COS 76-8 - Bouncing Back: The resistance and resilience of aquatic organisms to multiple insecticides

Wednesday, August 10, 2011: 4:00 PM
9C, Austin Convention Center
Jessica Hua, Forestry and Natural Resources, Purdue University, West Lafayette, IN and Rick A. Relyea, Department of Biological Sciences, University of Pittsburgh, Pittsburgh, PA

The global use of insecticides is critical to disease control and crop production, but it can also pose unintended consequences to non-target organisms. Aquatic invertebrates, such as amphipods and zooplankton, are exposed to a variety of insecticides that vary in chemical properties (i.e. breakdown rates and toxicities). As critical drivers of green and brown food webs in aquatic systems, investigating the impact of insecticides on these non-target invertebrates is critical to understanding the link between population-level changes and community level interactions. Surprisingly, while most studies investigate the immediate direct and indirect effects of insecticides, few studies incorporate a time scale appropriate for assessing recovery. Using aquatic mesocosms, we investigated the consequences of three common organophosphate insecticides (chlorpyrifos, diazinon, malathion) applied individually at nominal concentrations of 10 and 40 ppb. Over a 20-month period, we measured the resistance (magnitude of effect) and resilience (time to recovery) of 16 taxa (zooplankton, amphipods, isopods, snails, phytoplankton, periphyton, and larval amphibians) and abiotic conditions (pH, temperature, light attenuation, dissolved oxygen).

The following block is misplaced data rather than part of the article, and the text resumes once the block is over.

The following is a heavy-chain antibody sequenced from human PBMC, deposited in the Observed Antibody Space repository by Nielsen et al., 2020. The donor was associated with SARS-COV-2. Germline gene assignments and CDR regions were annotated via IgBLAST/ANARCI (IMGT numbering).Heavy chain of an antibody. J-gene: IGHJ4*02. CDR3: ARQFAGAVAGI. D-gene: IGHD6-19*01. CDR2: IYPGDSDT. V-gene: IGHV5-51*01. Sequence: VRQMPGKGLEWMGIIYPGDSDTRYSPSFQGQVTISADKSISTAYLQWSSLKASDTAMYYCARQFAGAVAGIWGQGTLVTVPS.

We found that the resistance and resilience of zooplankton assemblages and amphipod populations were insecticide-specific. Invertebrate responses varied along a gradient with chlorpyrifos causing the most effect, diazinon causing moderate effects, and malathion causing the least effect. Compared to the control, we found a 91% decrease in zooplankton abundance when exposed to chlorpyrifos, a 43% decrease when exposed diazinon, and a 31% decrease when exposed to malathion. For amphipods, compared to control, we found an 87% decrease with chlorpyrifos, a 60% decrease with diazinon, and a 35% decrease when with malathion.  Zooplankton abundance recovered to control abundances in 60 weeks when exposed to chlorpyrifos, nine weeks when exposed to diazinon, and four weeks when exposed to malathion.  Amphipod abundances recovered in 72 weeks with chlorpyrifos, in 52 weeks with diazinon, and in 52 weeks with malathion. Thus, various insecticides have unique long-term impacts on invertebrate populations. Investigating these long-term population level consequences is critical to not only understanding the underlying mechanisms dictating community interactions but also future responses to disturbances.

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